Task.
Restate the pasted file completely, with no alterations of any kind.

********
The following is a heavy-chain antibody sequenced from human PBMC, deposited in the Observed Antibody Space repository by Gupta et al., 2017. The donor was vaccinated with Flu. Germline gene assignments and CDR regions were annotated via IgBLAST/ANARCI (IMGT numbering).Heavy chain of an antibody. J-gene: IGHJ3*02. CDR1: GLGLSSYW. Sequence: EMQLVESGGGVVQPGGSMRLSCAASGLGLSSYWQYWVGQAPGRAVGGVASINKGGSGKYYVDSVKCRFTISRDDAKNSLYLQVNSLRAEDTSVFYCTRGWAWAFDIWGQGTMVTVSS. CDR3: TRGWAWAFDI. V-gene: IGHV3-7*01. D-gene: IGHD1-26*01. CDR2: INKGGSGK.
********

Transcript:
The following is a heavy-chain antibody sequenced from human PBMC, deposited in the Observed Antibody Space repository by Gupta et al., 2017. The donor was vaccinated with Flu. Germline gene assignments and CDR regions were annotated via IgBLAST/ANARCI (IMGT numbering).Heavy chain of an antibody. J-gene: IGHJ3*02. CDR1: GLGLSSYW. Sequence: EMQLVESGGGVVQPGGSMRLSCAASGLGLSSYWQYWVGQAPGRAVGGVASINKGGSGKYYVDSVKCRFTISRDDAKNSLYLQVNSLRAEDTSVFYCTRGWAWAFDIWGQGTMVTVSS. CDR3: TRGWAWAFDI. V-gene: IGHV3-7*01. D-gene: IGHD1-26*01. CDR2: INKGGSGK.